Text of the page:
Welded wire mesh is constructed with two orthogonal wires that are joined together at their intersections using a resistance welding process to form a grid. The line wires of the grid are guided through the welder using a pattern board. The machine drops cross wires into place and fuses them together to create the two distinctive planes that form welded wire mesh.
At Banker Wire we currently utilize five fully automated CNC grid welding machines and two CNC jig welders that allow us to produce to your exact specifications. Sheet sizes can be up to 78” wide and 240” long (dependent on mesh spacing). Wire spacing and diameter configurations are nearly endless, allowing us to be the top manufacturing partner for custom welded wire mesh.
Below in the next several sections of this page, you will find more detailed information on the basics of welded wire mesh and topics to take into consideration when ordering your specifications. Our knowledgeable staff is available to assist you with any questions you may have.
Banker Wire operates five fully automated CNC grid welding machines and two CNC jig welders that can produce welded mesh to your exact specifications. With our machine variety we can produce small to large runs and specialty grids. Below are our capabilities:
|Maximum Width Dimension:||78"|
|Maximum Height Dimension:||240"|
|Spacing Range:||1" min. – up to as needed|
Raw Materials: Welded wire mesh is utilized in a variety of settings that may require a high degree of performance in strength or corrosion resistance. Because of that, Banker Wire offers welded wire mesh in plain steel, pre-galvanized, stainless steel, and galfan. For more detailed information on these materials, please visit our Materials resource page.
Secondary Finishes: At Banker Wire, all of the products that we offer are manufactured in a bare, mill-finished condition. A secondary finish may be desired to protect the welded wire mesh, or to enhance a specific aesthetic. For welded wire mesh we can facilitate powder-coating and hot-dipped galvanizing if desired.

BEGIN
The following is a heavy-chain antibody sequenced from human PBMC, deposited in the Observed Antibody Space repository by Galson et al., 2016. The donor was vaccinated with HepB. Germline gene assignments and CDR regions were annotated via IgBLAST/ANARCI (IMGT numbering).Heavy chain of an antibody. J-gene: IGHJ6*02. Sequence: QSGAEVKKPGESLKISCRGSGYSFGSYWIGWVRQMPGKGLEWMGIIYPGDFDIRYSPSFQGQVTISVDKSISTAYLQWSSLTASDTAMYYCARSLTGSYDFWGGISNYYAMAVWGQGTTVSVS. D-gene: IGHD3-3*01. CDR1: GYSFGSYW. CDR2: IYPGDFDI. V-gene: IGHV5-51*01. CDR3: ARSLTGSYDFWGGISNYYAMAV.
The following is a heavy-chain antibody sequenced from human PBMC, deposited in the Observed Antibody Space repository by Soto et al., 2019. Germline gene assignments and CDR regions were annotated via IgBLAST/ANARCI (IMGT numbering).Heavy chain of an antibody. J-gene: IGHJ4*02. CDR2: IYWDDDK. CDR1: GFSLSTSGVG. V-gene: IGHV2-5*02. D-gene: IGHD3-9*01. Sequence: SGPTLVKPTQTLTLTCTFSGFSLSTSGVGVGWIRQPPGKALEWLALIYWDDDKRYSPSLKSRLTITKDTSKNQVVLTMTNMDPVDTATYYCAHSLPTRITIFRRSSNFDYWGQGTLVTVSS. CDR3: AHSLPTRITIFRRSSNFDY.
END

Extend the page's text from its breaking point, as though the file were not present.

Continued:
Banker Wire manufactures welded wire mesh with a wide variety of wire diameters ranging from .105” to .375”. For accuracy, the wire diameter should be expressed in decimal format and not expressed as a gauge.
Banker Wire Welded Wire Mesh has two standard edge conditions: trimmed and untrimmed.
Trimmed: When ordering welded wire mesh with Trimmed Edges, wire overhang will be 1/8" or less on three sides with Standard Heat Thumbnailing* on the fourth side. The final spacing around the perimeter may be reduced and balanced when necessary to stay within the dimension ordered.
Untrimmed: When ordering standard Untrimmed Edges, the welded wire mesh will have approximately full tails. This means that the outer wire overhang will be approximately equal to that of the wire mesh spacing, with Standard Heat Thumbnailing* on the back side. The tail length can also be customized to suite applications as needed.
* Standard Heat Thumbnailing often occurs when welded wire mesh is tightly spaced. Further explanation is provided in the next section.
Standard Back Gain is a natural occurrence in the welded wire mesh process that is caused by the heating and cooling of the mesh as it is welded into place. It is more common in wire mesh that is tightly spaced. Standard Back Gain is demonstrated in the drawing below. In the drawing below, sides A, B, and C represent a standard 1/8" trim while side D represents Standard Back Gain.
Please note: that the Standard Back Gain is exaggerated in this drawing to more clearly demonstrate the phenomenon.
Banker Wire manufactures to a strict set of internal standards that guarantee the welded wire mesh is produced to the highest possible quality and consistency. There are 11 different quality checks that we use to test dimension, squareness, and strength; these checks are performed and documented throughout the production run. The two tests shown below are used to check strength characteristics of our welded wire mesh.
Torque Test: To ensure that there is a strong weld at each intersection, the operator will attempt to break that weld using a torque tool. The torque tool is calibrated per a set of internal standards but can also be calibrated to any requested standard. This test is performed at set intervals to verify consistency throughout the production run.
Weld Set-Down Test: Weld-Set Down is a percent reduction in the overall thickness of the two wire diameters being fused together with an electric current. This test is performed to make certain that our welding machinery is functioning properly and consistently throughout the production run. A digital micrometer is used to record and store the height of the welded intersections across the width of the sheet.